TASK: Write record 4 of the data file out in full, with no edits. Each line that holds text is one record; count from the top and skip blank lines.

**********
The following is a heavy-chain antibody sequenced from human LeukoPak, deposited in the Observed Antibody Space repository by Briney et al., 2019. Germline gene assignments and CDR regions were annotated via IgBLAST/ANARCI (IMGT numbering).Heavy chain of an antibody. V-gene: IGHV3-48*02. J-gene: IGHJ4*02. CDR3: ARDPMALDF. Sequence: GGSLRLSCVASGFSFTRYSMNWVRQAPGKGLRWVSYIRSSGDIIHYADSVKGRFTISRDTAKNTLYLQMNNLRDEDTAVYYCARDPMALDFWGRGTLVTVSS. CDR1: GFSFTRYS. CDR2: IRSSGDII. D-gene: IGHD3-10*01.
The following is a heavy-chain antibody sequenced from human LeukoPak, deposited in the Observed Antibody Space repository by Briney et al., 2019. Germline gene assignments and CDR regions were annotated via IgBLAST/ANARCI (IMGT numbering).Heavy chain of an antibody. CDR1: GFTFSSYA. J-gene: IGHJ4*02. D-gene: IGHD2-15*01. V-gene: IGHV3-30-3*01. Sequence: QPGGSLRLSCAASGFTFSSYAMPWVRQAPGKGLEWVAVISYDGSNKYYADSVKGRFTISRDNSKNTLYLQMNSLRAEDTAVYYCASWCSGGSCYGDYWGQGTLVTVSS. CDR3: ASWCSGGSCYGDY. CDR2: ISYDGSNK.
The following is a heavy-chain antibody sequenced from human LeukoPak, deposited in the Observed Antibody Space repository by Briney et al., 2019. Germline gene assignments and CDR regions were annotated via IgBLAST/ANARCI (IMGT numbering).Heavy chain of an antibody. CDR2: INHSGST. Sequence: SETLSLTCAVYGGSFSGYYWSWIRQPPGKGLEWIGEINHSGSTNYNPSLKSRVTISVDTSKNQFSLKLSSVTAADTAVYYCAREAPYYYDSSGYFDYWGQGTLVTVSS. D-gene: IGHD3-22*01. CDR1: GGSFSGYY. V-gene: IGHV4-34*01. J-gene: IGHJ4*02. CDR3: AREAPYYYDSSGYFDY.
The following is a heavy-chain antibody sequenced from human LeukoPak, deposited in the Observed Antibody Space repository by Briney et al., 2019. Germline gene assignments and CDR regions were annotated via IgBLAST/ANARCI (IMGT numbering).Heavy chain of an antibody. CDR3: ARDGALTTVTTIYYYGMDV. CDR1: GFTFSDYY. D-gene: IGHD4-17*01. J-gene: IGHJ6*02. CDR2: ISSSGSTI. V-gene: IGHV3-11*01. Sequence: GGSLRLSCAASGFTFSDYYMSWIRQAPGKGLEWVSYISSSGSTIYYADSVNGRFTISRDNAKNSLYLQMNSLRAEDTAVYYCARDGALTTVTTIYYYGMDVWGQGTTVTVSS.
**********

The following is a heavy-chain antibody sequenced from human LeukoPak, deposited in the Observed Antibody Space repository by Briney et al., 2019. Germline gene assignments and CDR regions were annotated via IgBLAST/ANARCI (IMGT numbering).Heavy chain of an antibody. CDR3: ARDGALTTVTTIYYYGMDV. CDR1: GFTFSDYY. D-gene: IGHD4-17*01. J-gene: IGHJ6*02. CDR2: ISSSGSTI. V-gene: IGHV3-11*01. Sequence: GGSLRLSCAASGFTFSDYYMSWIRQAPGKGLEWVSYISSSGSTIYYADSVNGRFTISRDNAKNSLYLQMNSLRAEDTAVYYCARDGALTTVTTIYYYGMDVWGQGTTVTVSS.